WATCH: Learn how AI can help your organization realize its full potential.

Filtering Out the Noise With Audio Tagging

A picture may tell a thousand words, but finding the perfect sound can be daunting. If it exists, it’s probably in Splice’s catalog — the world’s largest royalty-free library of sound samples. Artists can access millions of samples through the New York-based company’s monthly subscription service.

The challenge is describing a sound to search for it. While there are common terms used to evoke visual images, sound is harder to capture with words. Audio tagging with text descriptors has long been used in searches, but it has ­limitations when searching for a very specific sound, explains Alejandro Koretzky, head of machine learning and audio science innovation at Splice.

Rather than limit clients to words, Splice created its Similar Sounds feature. Applying proprietary machine learning models, artists can search by sound — a precise vocal phrase or ­pulsing techno base, for instance — to pull up similar samples.

Splice created the feature by training machine learning models and building data pipelines with SageMaker, the machine learning platform available through Amazon Web Services. Similar Sounds uses machine learning methods to measure how close sounds are to one another, Koretzky says. He envisions using machine learning and AI in the future to further enhance music discovery and search, support decision-making and automate mastering.

“We are working on ways to remove friction from the process of discovery and creation in modern music-making,” says Koretzky. “These are multidimensional problems at the intersection of tech, workflow and user experience.”

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Investing in the Future of Data Science

Voya Financial has been using AI and machine learning to grow its three lines of business — health, wealth and investment management — explains Brian McLaughlin, the company’s vice president of enterprise data science.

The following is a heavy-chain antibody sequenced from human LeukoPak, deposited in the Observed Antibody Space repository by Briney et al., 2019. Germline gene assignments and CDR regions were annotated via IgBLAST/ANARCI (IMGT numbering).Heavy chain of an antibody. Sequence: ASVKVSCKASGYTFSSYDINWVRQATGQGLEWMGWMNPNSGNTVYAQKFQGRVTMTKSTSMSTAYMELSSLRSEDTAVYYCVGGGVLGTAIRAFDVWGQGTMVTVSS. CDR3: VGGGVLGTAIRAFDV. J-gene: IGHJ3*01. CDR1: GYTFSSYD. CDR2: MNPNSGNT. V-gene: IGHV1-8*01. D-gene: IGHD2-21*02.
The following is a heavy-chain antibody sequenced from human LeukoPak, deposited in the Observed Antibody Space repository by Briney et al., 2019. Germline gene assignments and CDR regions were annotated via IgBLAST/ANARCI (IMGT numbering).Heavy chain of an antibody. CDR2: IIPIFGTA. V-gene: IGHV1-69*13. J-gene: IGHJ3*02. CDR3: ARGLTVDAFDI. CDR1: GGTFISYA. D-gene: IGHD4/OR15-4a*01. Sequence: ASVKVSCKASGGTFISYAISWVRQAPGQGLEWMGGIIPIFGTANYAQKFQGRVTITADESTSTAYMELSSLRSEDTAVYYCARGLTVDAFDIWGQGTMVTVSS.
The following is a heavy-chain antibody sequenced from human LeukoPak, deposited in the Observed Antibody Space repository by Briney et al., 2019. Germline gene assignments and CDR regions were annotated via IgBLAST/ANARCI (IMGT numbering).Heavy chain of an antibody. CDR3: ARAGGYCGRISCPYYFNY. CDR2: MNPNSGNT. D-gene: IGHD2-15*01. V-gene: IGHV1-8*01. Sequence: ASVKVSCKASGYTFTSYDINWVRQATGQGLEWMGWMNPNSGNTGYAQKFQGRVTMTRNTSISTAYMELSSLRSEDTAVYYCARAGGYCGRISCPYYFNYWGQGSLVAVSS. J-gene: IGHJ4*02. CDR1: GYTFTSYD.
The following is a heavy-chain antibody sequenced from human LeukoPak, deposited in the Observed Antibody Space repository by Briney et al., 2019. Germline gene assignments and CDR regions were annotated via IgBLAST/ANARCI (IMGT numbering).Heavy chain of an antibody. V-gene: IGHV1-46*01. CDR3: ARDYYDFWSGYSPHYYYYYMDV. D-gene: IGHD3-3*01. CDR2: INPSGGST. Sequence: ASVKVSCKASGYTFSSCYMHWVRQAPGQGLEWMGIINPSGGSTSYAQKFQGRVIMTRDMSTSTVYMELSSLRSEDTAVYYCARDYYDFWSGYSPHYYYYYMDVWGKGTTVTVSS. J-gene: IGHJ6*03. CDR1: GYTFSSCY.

In 2020, the company started using Azure Databricks and Data Factory to convert raw data, and Azure machine learning to drive Voya’s AI models.

“The cloud provides us with new and unique tools that enable us to go after really complex and challenging data science applications,” McLaughlin says, adding that the Azure machine learning suite offers power, speed, scalability and flexibility.

“It provides a much-improved environment compared with any sort of on-prem capability,” he says. Plus, it lets his team focus on building data models as opposed to managing hardware.

READ MORE: Learn why banks are turning to AI to help with customer relationships.

Voya has been applying algorithms to analyze factors such as Securities and Exchange Commission filings and market trends to help make more data-driven investment decisions.

“We’re seeing really strong results,” McLaughlin says.

Voya also uses the Azure tools within its distribution space to identify employers that would benefit most from Voya’s product offerings, as well as to better understand customer needs to help improve their retirement readiness, explains McLaughlin.

“Data is key, and we feel really good about the data that we have,” he says. “Now, it’s really about starting to build out those personalization models to drive meaningful business results and meaningful impact to our customers.”

Harry Campbell/Theispot